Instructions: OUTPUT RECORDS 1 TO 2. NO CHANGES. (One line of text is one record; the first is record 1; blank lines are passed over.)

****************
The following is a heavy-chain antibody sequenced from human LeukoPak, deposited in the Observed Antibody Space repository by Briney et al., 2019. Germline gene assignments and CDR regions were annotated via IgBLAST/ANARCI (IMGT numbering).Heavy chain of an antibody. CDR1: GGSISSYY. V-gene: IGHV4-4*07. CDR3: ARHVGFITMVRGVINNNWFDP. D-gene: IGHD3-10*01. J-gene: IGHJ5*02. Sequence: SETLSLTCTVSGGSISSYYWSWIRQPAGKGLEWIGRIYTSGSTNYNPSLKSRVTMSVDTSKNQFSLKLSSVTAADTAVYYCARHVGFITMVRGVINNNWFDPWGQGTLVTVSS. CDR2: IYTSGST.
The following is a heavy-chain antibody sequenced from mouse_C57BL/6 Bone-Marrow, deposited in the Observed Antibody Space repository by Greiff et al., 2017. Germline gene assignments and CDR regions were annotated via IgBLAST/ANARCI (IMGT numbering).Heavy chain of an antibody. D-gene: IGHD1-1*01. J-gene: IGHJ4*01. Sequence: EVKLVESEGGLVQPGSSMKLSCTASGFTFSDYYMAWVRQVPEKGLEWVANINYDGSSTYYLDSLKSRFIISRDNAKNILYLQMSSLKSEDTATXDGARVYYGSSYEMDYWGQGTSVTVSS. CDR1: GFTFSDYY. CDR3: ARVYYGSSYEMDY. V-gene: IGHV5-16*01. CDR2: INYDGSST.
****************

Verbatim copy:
The following is a heavy-chain antibody sequenced from human LeukoPak, deposited in the Observed Antibody Space repository by Briney et al., 2019. Germline gene assignments and CDR regions were annotated via IgBLAST/ANARCI (IMGT numbering).Heavy chain of an antibody. CDR1: GGSISSYY. V-gene: IGHV4-4*07. CDR3: ARHVGFITMVRGVINNNWFDP. D-gene: IGHD3-10*01. J-gene: IGHJ5*02. Sequence: SETLSLTCTVSGGSISSYYWSWIRQPAGKGLEWIGRIYTSGSTNYNPSLKSRVTMSVDTSKNQFSLKLSSVTAADTAVYYCARHVGFITMVRGVINNNWFDPWGQGTLVTVSS. CDR2: IYTSGST.
The following is a heavy-chain antibody sequenced from mouse_C57BL/6 Bone-Marrow, deposited in the Observed Antibody Space repository by Greiff et al., 2017. Germline gene assignments and CDR regions were annotated via IgBLAST/ANARCI (IMGT numbering).Heavy chain of an antibody. D-gene: IGHD1-1*01. J-gene: IGHJ4*01. Sequence: EVKLVESEGGLVQPGSSMKLSCTASGFTFSDYYMAWVRQVPEKGLEWVANINYDGSSTYYLDSLKSRFIISRDNAKNILYLQMSSLKSEDTATXDGARVYYGSSYEMDYWGQGTSVTVSS. CDR1: GFTFSDYY. CDR3: ARVYYGSSYEMDY. V-gene: IGHV5-16*01. CDR2: INYDGSST.